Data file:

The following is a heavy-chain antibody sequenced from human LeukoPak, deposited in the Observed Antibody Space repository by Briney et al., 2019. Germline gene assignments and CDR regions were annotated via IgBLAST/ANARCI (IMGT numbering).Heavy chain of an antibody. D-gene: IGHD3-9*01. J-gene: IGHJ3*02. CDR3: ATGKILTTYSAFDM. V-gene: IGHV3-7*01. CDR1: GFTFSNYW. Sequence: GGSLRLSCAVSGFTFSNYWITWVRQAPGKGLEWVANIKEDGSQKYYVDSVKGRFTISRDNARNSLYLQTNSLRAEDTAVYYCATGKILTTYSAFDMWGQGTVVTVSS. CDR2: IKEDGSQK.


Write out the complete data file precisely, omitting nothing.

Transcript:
The following is a heavy-chain antibody sequenced from human LeukoPak, deposited in the Observed Antibody Space repository by Briney et al., 2019. Germline gene assignments and CDR regions were annotated via IgBLAST/ANARCI (IMGT numbering).Heavy chain of an antibody. D-gene: IGHD3-9*01. J-gene: IGHJ3*02. CDR3: ATGKILTTYSAFDM. V-gene: IGHV3-7*01. CDR1: GFTFSNYW. Sequence: GGSLRLSCAVSGFTFSNYWITWVRQAPGKGLEWVANIKEDGSQKYYVDSVKGRFTISRDNARNSLYLQTNSLRAEDTAVYYCATGKILTTYSAFDMWGQGTVVTVSS. CDR2: IKEDGSQK.